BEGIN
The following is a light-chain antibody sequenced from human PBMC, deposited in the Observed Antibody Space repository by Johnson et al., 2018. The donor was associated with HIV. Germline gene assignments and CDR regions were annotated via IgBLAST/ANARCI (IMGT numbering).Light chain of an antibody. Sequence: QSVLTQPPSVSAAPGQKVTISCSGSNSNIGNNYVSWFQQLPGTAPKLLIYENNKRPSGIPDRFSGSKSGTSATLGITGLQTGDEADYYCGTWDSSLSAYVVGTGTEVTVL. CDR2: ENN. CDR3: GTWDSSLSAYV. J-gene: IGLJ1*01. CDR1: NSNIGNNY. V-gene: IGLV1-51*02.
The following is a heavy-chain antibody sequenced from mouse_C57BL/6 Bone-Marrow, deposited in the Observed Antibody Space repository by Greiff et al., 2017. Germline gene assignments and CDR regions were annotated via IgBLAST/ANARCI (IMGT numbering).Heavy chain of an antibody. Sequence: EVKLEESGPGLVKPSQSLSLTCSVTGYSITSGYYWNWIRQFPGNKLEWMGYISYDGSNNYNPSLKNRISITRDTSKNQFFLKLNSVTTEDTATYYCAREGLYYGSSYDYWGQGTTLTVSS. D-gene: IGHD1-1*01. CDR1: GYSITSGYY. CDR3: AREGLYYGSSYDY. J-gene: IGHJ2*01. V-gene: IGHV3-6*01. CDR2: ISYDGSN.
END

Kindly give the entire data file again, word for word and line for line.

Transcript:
The following is a light-chain antibody sequenced from human PBMC, deposited in the Observed Antibody Space repository by Johnson et al., 2018. The donor was associated with HIV. Germline gene assignments and CDR regions were annotated via IgBLAST/ANARCI (IMGT numbering).Light chain of an antibody. Sequence: QSVLTQPPSVSAAPGQKVTISCSGSNSNIGNNYVSWFQQLPGTAPKLLIYENNKRPSGIPDRFSGSKSGTSATLGITGLQTGDEADYYCGTWDSSLSAYVVGTGTEVTVL. CDR2: ENN. CDR3: GTWDSSLSAYV. J-gene: IGLJ1*01. CDR1: NSNIGNNY. V-gene: IGLV1-51*02.
The following is a heavy-chain antibody sequenced from mouse_C57BL/6 Bone-Marrow, deposited in the Observed Antibody Space repository by Greiff et al., 2017. Germline gene assignments and CDR regions were annotated via IgBLAST/ANARCI (IMGT numbering).Heavy chain of an antibody. Sequence: EVKLEESGPGLVKPSQSLSLTCSVTGYSITSGYYWNWIRQFPGNKLEWMGYISYDGSNNYNPSLKNRISITRDTSKNQFFLKLNSVTTEDTATYYCAREGLYYGSSYDYWGQGTTLTVSS. D-gene: IGHD1-1*01. CDR1: GYSITSGYY. CDR3: AREGLYYGSSYDY. J-gene: IGHJ2*01. V-gene: IGHV3-6*01. CDR2: ISYDGSN.